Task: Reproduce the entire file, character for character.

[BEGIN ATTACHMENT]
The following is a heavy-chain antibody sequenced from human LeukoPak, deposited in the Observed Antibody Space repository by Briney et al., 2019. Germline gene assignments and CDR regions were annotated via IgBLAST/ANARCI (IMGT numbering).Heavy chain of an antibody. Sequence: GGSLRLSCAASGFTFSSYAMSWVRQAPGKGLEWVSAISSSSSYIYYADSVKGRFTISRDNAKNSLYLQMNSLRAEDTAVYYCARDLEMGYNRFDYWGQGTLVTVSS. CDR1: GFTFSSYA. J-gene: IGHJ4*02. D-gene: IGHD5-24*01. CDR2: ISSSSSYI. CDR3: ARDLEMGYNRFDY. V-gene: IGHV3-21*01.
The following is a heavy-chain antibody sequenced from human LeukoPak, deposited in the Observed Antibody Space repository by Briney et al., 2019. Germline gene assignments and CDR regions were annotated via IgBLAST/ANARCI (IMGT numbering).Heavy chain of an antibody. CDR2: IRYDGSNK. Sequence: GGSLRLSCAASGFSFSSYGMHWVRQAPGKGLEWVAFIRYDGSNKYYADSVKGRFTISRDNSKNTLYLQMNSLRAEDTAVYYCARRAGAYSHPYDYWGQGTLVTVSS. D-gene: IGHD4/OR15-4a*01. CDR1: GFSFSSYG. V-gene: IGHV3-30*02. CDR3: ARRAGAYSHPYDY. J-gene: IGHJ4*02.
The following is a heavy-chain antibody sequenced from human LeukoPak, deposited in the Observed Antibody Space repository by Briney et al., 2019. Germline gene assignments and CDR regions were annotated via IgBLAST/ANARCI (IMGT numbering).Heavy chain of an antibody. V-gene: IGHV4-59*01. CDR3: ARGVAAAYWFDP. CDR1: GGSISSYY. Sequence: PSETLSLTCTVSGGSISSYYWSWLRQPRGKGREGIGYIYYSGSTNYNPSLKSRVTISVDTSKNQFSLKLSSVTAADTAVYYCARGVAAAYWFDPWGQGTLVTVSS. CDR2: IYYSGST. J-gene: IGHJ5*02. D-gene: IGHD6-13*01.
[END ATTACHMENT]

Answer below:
The following is a heavy-chain antibody sequenced from human LeukoPak, deposited in the Observed Antibody Space repository by Briney et al., 2019. Germline gene assignments and CDR regions were annotated via IgBLAST/ANARCI (IMGT numbering).Heavy chain of an antibody. Sequence: GGSLRLSCAASGFTFSSYAMSWVRQAPGKGLEWVSAISSSSSYIYYADSVKGRFTISRDNAKNSLYLQMNSLRAEDTAVYYCARDLEMGYNRFDYWGQGTLVTVSS. CDR1: GFTFSSYA. J-gene: IGHJ4*02. D-gene: IGHD5-24*01. CDR2: ISSSSSYI. CDR3: ARDLEMGYNRFDY. V-gene: IGHV3-21*01.
The following is a heavy-chain antibody sequenced from human LeukoPak, deposited in the Observed Antibody Space repository by Briney et al., 2019. Germline gene assignments and CDR regions were annotated via IgBLAST/ANARCI (IMGT numbering).Heavy chain of an antibody. CDR2: IRYDGSNK. Sequence: GGSLRLSCAASGFSFSSYGMHWVRQAPGKGLEWVAFIRYDGSNKYYADSVKGRFTISRDNSKNTLYLQMNSLRAEDTAVYYCARRAGAYSHPYDYWGQGTLVTVSS. D-gene: IGHD4/OR15-4a*01. CDR1: GFSFSSYG. V-gene: IGHV3-30*02. CDR3: ARRAGAYSHPYDY. J-gene: IGHJ4*02.
The following is a heavy-chain antibody sequenced from human LeukoPak, deposited in the Observed Antibody Space repository by Briney et al., 2019. Germline gene assignments and CDR regions were annotated via IgBLAST/ANARCI (IMGT numbering).Heavy chain of an antibody. V-gene: IGHV4-59*01. CDR3: ARGVAAAYWFDP. CDR1: GGSISSYY. Sequence: PSETLSLTCTVSGGSISSYYWSWLRQPRGKGREGIGYIYYSGSTNYNPSLKSRVTISVDTSKNQFSLKLSSVTAADTAVYYCARGVAAAYWFDPWGQGTLVTVSS. CDR2: IYYSGST. J-gene: IGHJ5*02. D-gene: IGHD6-13*01.